I’ve always been fascinated by Greek mythology, and often base characters on the archetypes inspired by them. Gateway was no exception. In fact, Penn High School in Indiana used Gateway to teach a modern day application of mythology to its students. (I offer free copies of Gateway to any teacher who would like to use it in a similar fashion. I also provide video lessons and give lectures, either in person or via Skype.)

I also researched daemons, tweaking their mythology a bit to serve the story.

What do you do when you’re not writing?

Think about writing, lol. Also, I enjoy reading about the craft of writing, watching anything done by Joss Whedon, (I’ve watched each episode of Buffy a dozen times) and hanging out with my dog, Griffin.

Describe your writing space.

I have a few. I have an armchair I tuck into with my laptop that has all of my reference materials on a bookshelf nearby. I also love sitting in my patio garden, especially in the morning, with a cup of coffee and a notebook for brainstorming. And then there’s my dining room table, above which, tacked to the wall, is a giant plot planner with each scene of my current novel written on sticky notes. On a long writing day, I rotate through all three!



About Gateway:


Everybody has their demons. Some are just a little more real than others...

Ember has always known she doesn't belong in this world, but when she tries to correct the mistake, she wakes to find herself in a mental institution. 

There she draws the attention of Taren, a mysterious boy who isn't what he seems.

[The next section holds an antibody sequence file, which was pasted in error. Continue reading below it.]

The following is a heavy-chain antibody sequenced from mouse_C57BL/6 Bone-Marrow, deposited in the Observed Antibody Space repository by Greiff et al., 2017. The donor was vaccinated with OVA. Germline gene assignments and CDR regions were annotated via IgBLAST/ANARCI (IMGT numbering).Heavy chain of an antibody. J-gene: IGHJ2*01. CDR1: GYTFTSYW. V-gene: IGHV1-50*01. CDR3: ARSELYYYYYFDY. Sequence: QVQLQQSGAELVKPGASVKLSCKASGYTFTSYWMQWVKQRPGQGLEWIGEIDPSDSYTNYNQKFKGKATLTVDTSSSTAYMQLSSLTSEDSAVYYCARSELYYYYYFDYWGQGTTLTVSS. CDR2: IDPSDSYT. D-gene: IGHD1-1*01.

When chaos erupts, they are forced to flee the institution together, and the secret Taren has been keeping brings Ember closer to understanding her own.

And leads her to... the Gateway.

Pages: 237
ASIN: B0051UBSLE
Age: Young Adult
Genre: Fantasy
Formats Available: ebook (.mobi [Kindle], .epub [Nook])



BIO:

Christina Garner began writing stories at the age of six. Her first–about a young girl who busted up a nefarious ring of furniture thieves–was a huge hit with her mother. At eighteen, her aspirations as an actor had her loading up her Buick and setting off for Hollywood. Since then, she has written and directed 10 short films, including Rewind and Reminder, both of which received acclaim on the festival circuit. In 2006, she began writing screenplays. A year later, she even got paid for one. In May of 2011, her debut novel, Gateway, became an Amazon Bestseller. Chasm, Book 2 in The Gateway Trilogy, did the same.

When she’s not writing novels, Christina spends her time working in the movie business, traveling, watching Buffy the Vampire Slayer reruns, and playing with her dog, Griffin.